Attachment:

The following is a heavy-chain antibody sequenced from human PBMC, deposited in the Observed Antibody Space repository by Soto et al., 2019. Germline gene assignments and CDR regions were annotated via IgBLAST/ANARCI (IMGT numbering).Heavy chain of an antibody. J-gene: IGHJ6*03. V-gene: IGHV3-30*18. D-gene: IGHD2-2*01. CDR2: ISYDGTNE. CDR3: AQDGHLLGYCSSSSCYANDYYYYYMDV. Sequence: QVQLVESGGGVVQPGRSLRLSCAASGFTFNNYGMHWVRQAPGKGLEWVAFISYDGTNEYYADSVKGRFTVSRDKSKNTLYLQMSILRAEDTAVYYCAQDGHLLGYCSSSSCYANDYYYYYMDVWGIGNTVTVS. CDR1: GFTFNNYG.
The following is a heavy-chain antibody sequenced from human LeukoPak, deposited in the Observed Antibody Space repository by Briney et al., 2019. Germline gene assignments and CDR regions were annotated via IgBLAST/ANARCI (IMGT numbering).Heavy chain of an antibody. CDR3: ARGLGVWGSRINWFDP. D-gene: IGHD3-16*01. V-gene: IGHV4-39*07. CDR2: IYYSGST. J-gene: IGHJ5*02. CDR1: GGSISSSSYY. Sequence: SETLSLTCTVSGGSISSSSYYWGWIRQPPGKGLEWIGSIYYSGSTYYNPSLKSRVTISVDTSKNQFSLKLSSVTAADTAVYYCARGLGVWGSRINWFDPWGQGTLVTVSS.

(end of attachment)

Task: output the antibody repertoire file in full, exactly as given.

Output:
The following is a heavy-chain antibody sequenced from human PBMC, deposited in the Observed Antibody Space repository by Soto et al., 2019. Germline gene assignments and CDR regions were annotated via IgBLAST/ANARCI (IMGT numbering).Heavy chain of an antibody. J-gene: IGHJ6*03. V-gene: IGHV3-30*18. D-gene: IGHD2-2*01. CDR2: ISYDGTNE. CDR3: AQDGHLLGYCSSSSCYANDYYYYYMDV. Sequence: QVQLVESGGGVVQPGRSLRLSCAASGFTFNNYGMHWVRQAPGKGLEWVAFISYDGTNEYYADSVKGRFTVSRDKSKNTLYLQMSILRAEDTAVYYCAQDGHLLGYCSSSSCYANDYYYYYMDVWGIGNTVTVS. CDR1: GFTFNNYG.
The following is a heavy-chain antibody sequenced from human LeukoPak, deposited in the Observed Antibody Space repository by Briney et al., 2019. Germline gene assignments and CDR regions were annotated via IgBLAST/ANARCI (IMGT numbering).Heavy chain of an antibody. CDR3: ARGLGVWGSRINWFDP. D-gene: IGHD3-16*01. V-gene: IGHV4-39*07. CDR2: IYYSGST. J-gene: IGHJ5*02. CDR1: GGSISSSSYY. Sequence: SETLSLTCTVSGGSISSSSYYWGWIRQPPGKGLEWIGSIYYSGSTYYNPSLKSRVTISVDTSKNQFSLKLSSVTAADTAVYYCARGLGVWGSRINWFDPWGQGTLVTVSS.